Visitors to the Ōparara Basin wanting to enjoy the stunning reflections in Mirror Tarn now have a new vantage point, the Department of Conservation (DOC) announced today.
DOC has recently completed a viewing platform at the tarn as part of a series of improvements made possible by $5.7 million from the Provincial Growth Fund.
The basin, north of Karamea on the West Coast, is known for its spectacular limestone formations, including incredible arches and the Honeycomb Caves.
The works have focussed on improving safety and access for visitors while protecting the highly sensitive environment of the Ōparara, says DOC Buller Operations Manager, Suvi van Smit.
“Not only will the platform give visitors a wider view of the picturesque tarn, it will also ensure better protection of the tarn edge from visitors’ feet,” she said.
“The track to the tarn has also been extended, limestone steps have been built to improve access and safety to Moria Gate, the Ōparara Arch track surface has been improved, Box Canyon carpark now has a flush toilet, and new video surveillance equipment has gone in to monitor the restricted access area around the Honeycomb Caves.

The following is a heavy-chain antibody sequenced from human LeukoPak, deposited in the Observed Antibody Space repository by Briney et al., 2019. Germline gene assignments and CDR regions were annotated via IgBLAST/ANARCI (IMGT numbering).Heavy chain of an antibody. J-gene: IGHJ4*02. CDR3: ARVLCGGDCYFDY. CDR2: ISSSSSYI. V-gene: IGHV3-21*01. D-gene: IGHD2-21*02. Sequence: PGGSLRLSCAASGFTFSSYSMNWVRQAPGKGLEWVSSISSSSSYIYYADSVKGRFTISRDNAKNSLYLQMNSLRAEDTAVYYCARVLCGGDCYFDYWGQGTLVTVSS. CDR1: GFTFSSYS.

“New interpretation panels, which will go up next year, showcase the connection of mana whenua, Ngāti Waewae, with the ngahere – its spiritual presence and how it provided food, medicine, weaving materials and more.”
Other works, including safety improvements to the 16 km-access road and final work on the Ōparara Arch Track, will start in 2022.
“The work that is being done now builds on previous work by the Ōparara Valley Trust,” Ms van Smit says.
The Trust has worked since 2002 to upgrade tracks and facilities in the Ōparara valley for the long-term benefit of the Karamea community.
Whio/blue duck, weka, korimako/bellbird, kea, kākā, miromiro/tomtit, toutouwai/South Island robin, yellow-crowned kakariki/parakeet, cave spiders and giant snails are among the species which can be seen in the basin. There are also some impressive rātā and old beech trees along the tracks.